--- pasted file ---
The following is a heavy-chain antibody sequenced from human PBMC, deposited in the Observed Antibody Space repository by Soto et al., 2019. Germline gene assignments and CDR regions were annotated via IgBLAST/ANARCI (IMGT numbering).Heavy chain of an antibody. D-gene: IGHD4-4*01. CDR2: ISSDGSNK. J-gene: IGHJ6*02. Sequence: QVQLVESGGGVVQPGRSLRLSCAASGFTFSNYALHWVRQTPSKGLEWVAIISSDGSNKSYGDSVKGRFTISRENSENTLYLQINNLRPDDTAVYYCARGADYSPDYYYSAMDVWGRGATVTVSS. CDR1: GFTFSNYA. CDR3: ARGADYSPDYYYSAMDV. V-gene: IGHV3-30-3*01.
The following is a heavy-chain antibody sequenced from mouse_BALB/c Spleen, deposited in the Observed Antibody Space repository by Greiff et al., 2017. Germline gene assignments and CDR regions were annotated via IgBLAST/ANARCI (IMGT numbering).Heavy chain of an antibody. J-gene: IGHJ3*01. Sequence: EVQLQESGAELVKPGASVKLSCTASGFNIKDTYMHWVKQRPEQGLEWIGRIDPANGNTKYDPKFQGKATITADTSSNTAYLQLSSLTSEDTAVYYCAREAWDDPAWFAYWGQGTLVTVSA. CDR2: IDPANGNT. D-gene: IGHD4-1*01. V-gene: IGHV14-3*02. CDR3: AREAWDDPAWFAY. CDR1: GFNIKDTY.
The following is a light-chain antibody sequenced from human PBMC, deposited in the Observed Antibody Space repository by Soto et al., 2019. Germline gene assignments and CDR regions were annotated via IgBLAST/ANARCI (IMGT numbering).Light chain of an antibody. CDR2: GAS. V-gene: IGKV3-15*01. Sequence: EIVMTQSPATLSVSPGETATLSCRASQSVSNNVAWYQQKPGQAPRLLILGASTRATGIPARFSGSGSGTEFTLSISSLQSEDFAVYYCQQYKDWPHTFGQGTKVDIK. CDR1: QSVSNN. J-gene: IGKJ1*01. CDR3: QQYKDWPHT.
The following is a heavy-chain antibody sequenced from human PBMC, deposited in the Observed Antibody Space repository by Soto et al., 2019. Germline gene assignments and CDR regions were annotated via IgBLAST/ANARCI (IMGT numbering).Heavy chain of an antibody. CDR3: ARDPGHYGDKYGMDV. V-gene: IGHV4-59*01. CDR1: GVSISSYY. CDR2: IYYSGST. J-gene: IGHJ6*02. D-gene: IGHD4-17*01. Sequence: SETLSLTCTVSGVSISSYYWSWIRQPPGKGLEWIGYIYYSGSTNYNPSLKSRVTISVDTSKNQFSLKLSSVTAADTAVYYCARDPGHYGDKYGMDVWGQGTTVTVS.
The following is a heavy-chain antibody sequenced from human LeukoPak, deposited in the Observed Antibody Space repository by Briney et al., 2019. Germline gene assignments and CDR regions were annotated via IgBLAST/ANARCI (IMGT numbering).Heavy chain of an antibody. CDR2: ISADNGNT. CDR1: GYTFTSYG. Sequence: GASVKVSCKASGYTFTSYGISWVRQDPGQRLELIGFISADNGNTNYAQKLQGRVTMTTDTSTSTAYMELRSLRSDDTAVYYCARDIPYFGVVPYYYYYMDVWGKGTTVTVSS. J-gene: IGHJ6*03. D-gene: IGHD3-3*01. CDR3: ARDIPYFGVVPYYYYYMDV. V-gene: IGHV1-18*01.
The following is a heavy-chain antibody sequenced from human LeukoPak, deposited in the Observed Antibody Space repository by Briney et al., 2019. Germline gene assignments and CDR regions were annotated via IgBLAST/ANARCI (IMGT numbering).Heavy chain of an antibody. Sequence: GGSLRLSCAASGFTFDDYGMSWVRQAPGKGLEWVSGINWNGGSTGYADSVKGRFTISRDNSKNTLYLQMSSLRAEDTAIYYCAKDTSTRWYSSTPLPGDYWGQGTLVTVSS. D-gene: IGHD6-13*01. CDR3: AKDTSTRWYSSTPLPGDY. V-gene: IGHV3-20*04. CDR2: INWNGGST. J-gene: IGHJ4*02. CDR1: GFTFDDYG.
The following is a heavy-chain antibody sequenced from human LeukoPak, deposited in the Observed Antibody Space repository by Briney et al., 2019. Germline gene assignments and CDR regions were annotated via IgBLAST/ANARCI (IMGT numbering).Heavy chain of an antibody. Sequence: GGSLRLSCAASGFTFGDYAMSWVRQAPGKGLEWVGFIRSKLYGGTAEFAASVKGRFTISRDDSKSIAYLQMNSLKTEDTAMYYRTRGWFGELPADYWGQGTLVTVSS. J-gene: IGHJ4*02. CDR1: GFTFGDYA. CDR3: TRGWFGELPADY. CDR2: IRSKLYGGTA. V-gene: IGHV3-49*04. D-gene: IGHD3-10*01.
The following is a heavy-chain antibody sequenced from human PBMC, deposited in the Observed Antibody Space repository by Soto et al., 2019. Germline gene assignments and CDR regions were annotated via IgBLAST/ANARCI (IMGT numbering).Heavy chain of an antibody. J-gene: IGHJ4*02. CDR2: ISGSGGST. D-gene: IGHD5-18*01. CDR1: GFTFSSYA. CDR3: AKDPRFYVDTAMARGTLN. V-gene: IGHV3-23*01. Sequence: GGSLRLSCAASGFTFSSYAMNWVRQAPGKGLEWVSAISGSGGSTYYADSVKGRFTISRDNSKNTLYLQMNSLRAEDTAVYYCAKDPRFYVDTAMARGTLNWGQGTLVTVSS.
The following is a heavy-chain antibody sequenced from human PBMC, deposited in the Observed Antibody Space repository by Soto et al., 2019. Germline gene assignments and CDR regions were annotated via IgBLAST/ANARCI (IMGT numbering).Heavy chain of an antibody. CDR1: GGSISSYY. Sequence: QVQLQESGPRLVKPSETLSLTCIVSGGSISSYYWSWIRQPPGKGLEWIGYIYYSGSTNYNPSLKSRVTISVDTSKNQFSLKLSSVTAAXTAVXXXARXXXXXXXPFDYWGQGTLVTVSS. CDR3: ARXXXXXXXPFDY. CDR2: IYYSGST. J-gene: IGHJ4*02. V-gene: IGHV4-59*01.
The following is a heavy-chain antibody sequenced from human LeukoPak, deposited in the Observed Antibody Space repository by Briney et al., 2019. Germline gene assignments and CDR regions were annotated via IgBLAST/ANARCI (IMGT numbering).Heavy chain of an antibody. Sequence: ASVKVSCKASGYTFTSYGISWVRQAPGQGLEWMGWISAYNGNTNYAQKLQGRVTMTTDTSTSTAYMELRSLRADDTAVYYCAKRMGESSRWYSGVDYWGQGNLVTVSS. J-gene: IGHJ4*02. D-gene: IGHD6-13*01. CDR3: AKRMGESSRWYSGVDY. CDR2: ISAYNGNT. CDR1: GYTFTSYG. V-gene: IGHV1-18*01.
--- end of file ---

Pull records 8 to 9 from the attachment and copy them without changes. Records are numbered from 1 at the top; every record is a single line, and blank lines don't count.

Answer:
The following is a heavy-chain antibody sequenced from human PBMC, deposited in the Observed Antibody Space repository by Soto et al., 2019. Germline gene assignments and CDR regions were annotated via IgBLAST/ANARCI (IMGT numbering).Heavy chain of an antibody. J-gene: IGHJ4*02. CDR2: ISGSGGST. D-gene: IGHD5-18*01. CDR1: GFTFSSYA. CDR3: AKDPRFYVDTAMARGTLN. V-gene: IGHV3-23*01. Sequence: GGSLRLSCAASGFTFSSYAMNWVRQAPGKGLEWVSAISGSGGSTYYADSVKGRFTISRDNSKNTLYLQMNSLRAEDTAVYYCAKDPRFYVDTAMARGTLNWGQGTLVTVSS.
The following is a heavy-chain antibody sequenced from human PBMC, deposited in the Observed Antibody Space repository by Soto et al., 2019. Germline gene assignments and CDR regions were annotated via IgBLAST/ANARCI (IMGT numbering).Heavy chain of an antibody. CDR1: GGSISSYY. Sequence: QVQLQESGPRLVKPSETLSLTCIVSGGSISSYYWSWIRQPPGKGLEWIGYIYYSGSTNYNPSLKSRVTISVDTSKNQFSLKLSSVTAAXTAVXXXARXXXXXXXPFDYWGQGTLVTVSS. CDR3: ARXXXXXXXPFDY. CDR2: IYYSGST. J-gene: IGHJ4*02. V-gene: IGHV4-59*01.